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Researchers looking at black soldier flies for animal feeds production

Black soldier fly larvae. PHOTO via @insectifii

Kampala, Uganda | THE INDEPENDENT | Researchers at Uganda Martyrs University’s in Nkozi in Mpigi district have finalized research into effective means through, which farmers can use black soldier fly larvae to replace silver fish and soya beans as the main source of protein in animal feed production.

The research that was conducted by the agriculture department is based on nature with intentions of protecting the environment through the reduction of silver fish consumption by humans and animal feed production as well as reduce land under soya bean cultivation.

That project that cost shillings 814 million is financed by the Education and Sports through the Private sector foundation. The lead Researcher, Edward Ssebbombo, says the innovation has potential to transform the agricultural sector in the country since it is easy to breed the said insects.

Joseph Ssekandi, the Dean Faculty of Agriculture, says the protein obtained from the black soldier fly larvae is 70 percent better than that acquired from silver fish or soya bean used in the production of animal feeds.

Ssekandi explains that once feeds mixed with black soldier fly larvae, birds not only lay eggs with a hard shell but also lay for a longer period.

Ssebbombo notes that a separate study conducted by the International center for insect and physiology and ecology based in Nairobi discovered that it is cost effective to use the black soldier fly larvae as protein source in making animal feeds compared to soya and sliver fish.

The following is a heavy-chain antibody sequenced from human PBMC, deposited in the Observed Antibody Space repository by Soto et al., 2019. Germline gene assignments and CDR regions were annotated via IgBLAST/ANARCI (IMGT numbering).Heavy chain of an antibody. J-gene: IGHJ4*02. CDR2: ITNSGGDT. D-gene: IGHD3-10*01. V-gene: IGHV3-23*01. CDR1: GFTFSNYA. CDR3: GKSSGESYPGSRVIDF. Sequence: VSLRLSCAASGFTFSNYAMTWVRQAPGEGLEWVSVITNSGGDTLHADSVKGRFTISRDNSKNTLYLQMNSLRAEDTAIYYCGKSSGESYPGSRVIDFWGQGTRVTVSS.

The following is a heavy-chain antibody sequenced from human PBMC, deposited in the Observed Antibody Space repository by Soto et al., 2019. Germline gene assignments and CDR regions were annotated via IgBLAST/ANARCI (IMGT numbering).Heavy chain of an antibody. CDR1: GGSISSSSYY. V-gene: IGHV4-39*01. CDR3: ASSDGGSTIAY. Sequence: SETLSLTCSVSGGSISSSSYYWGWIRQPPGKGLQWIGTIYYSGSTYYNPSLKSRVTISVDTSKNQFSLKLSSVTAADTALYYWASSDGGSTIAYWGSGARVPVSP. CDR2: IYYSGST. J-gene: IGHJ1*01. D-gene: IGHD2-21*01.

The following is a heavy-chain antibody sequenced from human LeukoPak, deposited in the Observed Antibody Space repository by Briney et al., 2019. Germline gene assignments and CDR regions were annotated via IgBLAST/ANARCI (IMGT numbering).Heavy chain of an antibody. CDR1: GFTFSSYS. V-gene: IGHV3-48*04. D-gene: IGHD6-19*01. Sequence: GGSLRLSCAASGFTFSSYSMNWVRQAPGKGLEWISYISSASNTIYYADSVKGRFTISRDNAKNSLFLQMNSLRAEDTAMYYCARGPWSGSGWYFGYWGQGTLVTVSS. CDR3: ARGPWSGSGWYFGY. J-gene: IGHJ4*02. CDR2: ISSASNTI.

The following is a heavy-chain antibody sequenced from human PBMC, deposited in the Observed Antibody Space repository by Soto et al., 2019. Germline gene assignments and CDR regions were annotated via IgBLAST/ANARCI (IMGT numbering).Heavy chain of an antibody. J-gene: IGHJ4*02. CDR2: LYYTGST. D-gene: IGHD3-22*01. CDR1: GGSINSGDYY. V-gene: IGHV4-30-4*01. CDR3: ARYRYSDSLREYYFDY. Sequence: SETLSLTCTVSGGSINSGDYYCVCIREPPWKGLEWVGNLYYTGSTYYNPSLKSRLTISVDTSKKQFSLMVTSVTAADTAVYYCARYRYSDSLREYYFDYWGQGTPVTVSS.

A kilogram of black soldier fly larvae costs Shillings 650 while that of silver fish or soya costs more than Shillings 3000.

Sister Theopista Namutebi, a lecturer in the faculty, says black soldier flies can be captured from the wild by setting up traps around domestic waste. She says that after being captured and kept in cages, they feed by sucking water from the waste.

The cages where the flies are kept are then placed in an open area where there is enough sunshine under which they met and lay eggs. “In those cages we provide for them where they lay eggs and after hatching, they are transferred to another place as they turn into a larvae stage,” says Sr. Namutebi.

Each black soldier fly has a life span of only six days and it can lay up to 900 eggs before it dies. The system set up at the university produces an estimated four tones of the mills got from this procedure per week. Uganda Martyrs University is scheduled to start training farmers in the breeding and production of the larvae of the black soldier fly.

According to the American Association for the Advancement of Science, insects can provide much of the protein animals need at a much lower environmental cost. Several studies suggest that many animals do just fine on insects.

A 2014 review by Food and agriculture Organization-FAO scientists of feeding trials conducted on catfish, tilapia, rainbow trout and several other fish species, as well as crustaceans, chickens, and pigs, concluded that insect meal could replace between 25 percent and 100 percent of soymeal or fishmeal in the animals’ diets with no adverse effects.

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